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How did Egypt become a protectorate of the British empire in 1914?

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4 Answers 4

As pointed out by another poster, Egypt came under "foreign" (i.e. French) influence in connection with the (French) building of the Suez Canal in 1869. This was true even though Egypt was technically a semiautonomous dependency of the Ottoman Empire.

Shortly afterward France lost the Franco- Prussian War of 1870-71. This led, in the late 19th and early 20th centuries, to a reversal of alliances, with France and England in the Entente Cordial, and the Ottoman Empire moving into German orbit. (England had traditionally allied with Prussia, and France with the Ottoman Empire.)

When World War I broke out in 1914, and the Ottoman Empire allied with Germany, France and Britain together moved to quash Ottoman influence in Egypt because of the strategic value of the Suez Canal. Britain was selected to be Egypt's "protector" because of her superior Navy, and her ability to project naval power into the Eastern Mediterranean. This completed the earlier Franco-British moves to weaken Turkish influence in Egypt beginning with the Greek war of independence in the 1820s.

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Egypt falling into England's grasp began earlier, with Napoleon.

By the end of the 18th century, the Ottomans, focused on fighting the Russians had focused their resources on protecting their European territories and were only weakly holding on to Egpyt.

Napoleon realized that even though the Suez Canal had not been built, the British were still able to land resources from India in the Red Sea and Persian Gulf, haul them across the Levant, and sail them to Europe on the Mediterranean. Napoleon directed the French army to invade Egypt and Palestine to deprive England of this ability.

After Napoleon was defeated, the Ottomans were not able to properly reassert themselves over Egpyt. Muhammed Ali, a Mamluk, established the Khedivate of Egypt which was an independent state in all but name. The British supported Muhammed Ali to prevent the Ottomans from ever reconquering Egypt. Muhammed Ali's British backed dynasty ruled Egypt until the overthrow of king Farouk in 1952.

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In 1882, Ahmed Urabi, an Egyptian general, led a rebellion against the Egyptian Khedive, a viceroy to the Ottoman Empire, as at the time Egypt was an Ottoman vassal. The British had strong interests in Egypt, due to among many other things, the Suez Canal, and so, supported the Khedive. At about this time, the Khedive asked the Sultan of the Ottoman Empire for help, but received none. Then on June 11th, 1882, riots began, in which 50 European business men, and 250 Egyptians were killed. Though the actual cause of the riots were unknown, the British, blamed it on Ahmed Urabi, bombarded Alexandria, and landed a force in the Canal Zone, a area including the Suez Canal, and proceeded to wipe out Ahmed Urabi's army. On September 13, 1882 the British under Garnet Wolseley, fought and won the Battle of Tel el-Kebir. Ending Urabi rebellion, and restoring the Khedive to the throne. Though it was at first was meant to be a short term occupation, but was dragged out for many reasons, until, Egypt found it's self a protectorate, and later, a Dominion.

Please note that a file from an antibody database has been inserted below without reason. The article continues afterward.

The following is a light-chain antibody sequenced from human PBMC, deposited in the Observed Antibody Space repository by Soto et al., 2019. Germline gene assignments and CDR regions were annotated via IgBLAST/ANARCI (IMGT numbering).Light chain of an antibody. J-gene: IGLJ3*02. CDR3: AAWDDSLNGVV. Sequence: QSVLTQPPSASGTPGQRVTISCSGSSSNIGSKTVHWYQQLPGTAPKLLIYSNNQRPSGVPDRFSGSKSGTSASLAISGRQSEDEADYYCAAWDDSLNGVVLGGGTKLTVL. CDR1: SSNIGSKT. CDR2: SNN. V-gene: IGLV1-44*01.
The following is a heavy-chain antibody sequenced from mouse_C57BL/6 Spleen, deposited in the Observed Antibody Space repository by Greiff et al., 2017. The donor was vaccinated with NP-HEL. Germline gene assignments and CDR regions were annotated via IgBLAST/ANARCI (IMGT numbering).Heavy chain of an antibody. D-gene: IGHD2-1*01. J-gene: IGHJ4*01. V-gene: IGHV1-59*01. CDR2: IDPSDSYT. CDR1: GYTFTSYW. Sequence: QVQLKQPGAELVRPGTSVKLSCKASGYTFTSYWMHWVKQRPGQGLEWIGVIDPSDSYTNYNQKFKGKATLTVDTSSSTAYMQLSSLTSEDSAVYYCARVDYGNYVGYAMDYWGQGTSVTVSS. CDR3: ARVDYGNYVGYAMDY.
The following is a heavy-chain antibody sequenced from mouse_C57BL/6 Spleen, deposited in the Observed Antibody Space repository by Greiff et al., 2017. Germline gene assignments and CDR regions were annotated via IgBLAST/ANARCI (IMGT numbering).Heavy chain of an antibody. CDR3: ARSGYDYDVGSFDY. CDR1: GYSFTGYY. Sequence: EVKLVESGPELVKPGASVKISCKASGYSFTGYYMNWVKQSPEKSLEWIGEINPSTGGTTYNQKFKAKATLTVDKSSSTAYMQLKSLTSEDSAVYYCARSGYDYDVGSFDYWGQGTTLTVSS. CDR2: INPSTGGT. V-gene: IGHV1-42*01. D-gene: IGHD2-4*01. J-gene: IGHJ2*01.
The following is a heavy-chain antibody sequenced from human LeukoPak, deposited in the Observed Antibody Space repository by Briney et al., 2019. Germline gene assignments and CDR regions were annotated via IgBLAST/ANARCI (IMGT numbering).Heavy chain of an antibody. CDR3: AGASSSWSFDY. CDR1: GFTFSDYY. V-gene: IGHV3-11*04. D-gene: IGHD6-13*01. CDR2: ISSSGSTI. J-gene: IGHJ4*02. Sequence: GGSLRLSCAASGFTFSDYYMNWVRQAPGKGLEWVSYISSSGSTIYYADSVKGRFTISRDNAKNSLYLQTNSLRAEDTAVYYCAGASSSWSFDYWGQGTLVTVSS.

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Hang on, Egypt was never a Dominion. – Felix Goldberg Feb 3 at 11:53

Funny story, that. It all starts with the Suez Canal.

Shipping things between the far east and Europe the long way around Africa was certainly doable, but very very time-consuming and expensive.

Once built, the canal was half owned by the French and half owned by Egypt. However, Egypt's finances were your typical third world despotic mess, so in 1875 the ruler of Egypt was forced to put his one money-making asset up for sale: Egypt's half stake in the Suez Canal. Since it had become a vital link between England and its Indian colonies, England snapped it up.

Obviously this did nothing to stop the economic rot, and Egypt soon found itself so in hock to British and French banks, that the whole country was essentially put into their receivership in October of 1876. Of course the locals weren't very happy with this, so the inevitable revolt against the foreign creditors occurred in 1881. This threatened both the British banker's investments, and the now-vital canal link to India. So the British Imperial impulse immediately kicked into gear, resulting in the 1882 Anglo-Egyptian War, the seizure of both the canal and the country by British troops, and finally the country's absorption into the British Empire.

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